Mon, 21 Mar 2011 12:19:00 GMT
Although enterprise architecture consider to be based on four domains (Business, Information, Applications and technology) for me the business and information domains are more important to become successful enterprise architect. There aren’t any doubts about the need to understand what is driving the business and what and how the business is reaching (and planning to reach) it strategy. Business architecture is crucial to make sure that IT is really supporting and planned to increase IT’s business support. Information architecture, which is critical for EA success is usually hide as sub domain of application architecture or doesn’t get the right attitude and resources.
Wed, 09 Mar 2011 01:49:00 GMT
|The Enterprise Architect (EA) diary - Day 25-32 (Modeling & decentralized organization)|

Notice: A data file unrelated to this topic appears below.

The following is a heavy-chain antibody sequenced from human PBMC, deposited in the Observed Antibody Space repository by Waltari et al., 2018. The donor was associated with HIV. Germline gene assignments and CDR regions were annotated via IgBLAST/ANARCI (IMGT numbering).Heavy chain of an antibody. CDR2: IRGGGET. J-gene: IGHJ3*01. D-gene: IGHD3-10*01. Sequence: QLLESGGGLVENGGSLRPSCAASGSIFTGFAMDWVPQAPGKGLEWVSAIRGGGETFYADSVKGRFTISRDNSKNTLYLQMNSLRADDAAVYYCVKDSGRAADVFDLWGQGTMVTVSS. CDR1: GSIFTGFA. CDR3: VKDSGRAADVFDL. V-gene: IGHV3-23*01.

Fri, 25 Feb 2011 03:01:00 GMTAfter spending time on keeping our repository up to date (add new ETRM application and related data flows as well as changing databases to DB clusters), collecting more data for the root cause analysis and spending time for writing proposal to creating new software infrastructure team ( that will help us to clean the table from a pile of problems that just keep on growing due to BAU control over IT dev team resources). I spend time to adapt our EA tool to support a diagram flow from high level business processes to implementation of new applications that will better support the business process. http://www.theeagroup.net/ea/Default.aspx?tabid=1&newsType=ArticleView&articleId=195
Fri, 18 Feb 2011 16:41:00 GMT
We’re working on IT architecture or more accurate to-be architecture for very long time. After we spend time to model and understand what IT has to offer as well as what the business is doing (and need) to reach company’s goals and objectives, we started to work on the to-be architecture in two phases.
|Phase 1||Phase 2|
Sun, 21 Feb 2010 14:18:00 GMT